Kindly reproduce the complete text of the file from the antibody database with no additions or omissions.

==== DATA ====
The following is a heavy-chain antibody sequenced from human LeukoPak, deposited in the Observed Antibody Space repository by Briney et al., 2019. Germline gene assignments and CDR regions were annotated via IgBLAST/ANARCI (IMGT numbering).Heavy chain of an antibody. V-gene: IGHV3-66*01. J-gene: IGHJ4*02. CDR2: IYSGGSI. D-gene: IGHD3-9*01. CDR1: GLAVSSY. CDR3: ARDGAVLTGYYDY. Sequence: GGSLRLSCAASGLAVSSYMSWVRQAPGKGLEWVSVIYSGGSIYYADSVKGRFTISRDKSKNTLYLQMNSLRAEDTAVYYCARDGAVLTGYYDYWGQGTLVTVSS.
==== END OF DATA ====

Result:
The following is a heavy-chain antibody sequenced from human LeukoPak, deposited in the Observed Antibody Space repository by Briney et al., 2019. Germline gene assignments and CDR regions were annotated via IgBLAST/ANARCI (IMGT numbering).Heavy chain of an antibody. V-gene: IGHV3-66*01. J-gene: IGHJ4*02. CDR2: IYSGGSI. D-gene: IGHD3-9*01. CDR1: GLAVSSY. CDR3: ARDGAVLTGYYDY. Sequence: GGSLRLSCAASGLAVSSYMSWVRQAPGKGLEWVSVIYSGGSIYYADSVKGRFTISRDKSKNTLYLQMNSLRAEDTAVYYCARDGAVLTGYYDYWGQGTLVTVSS.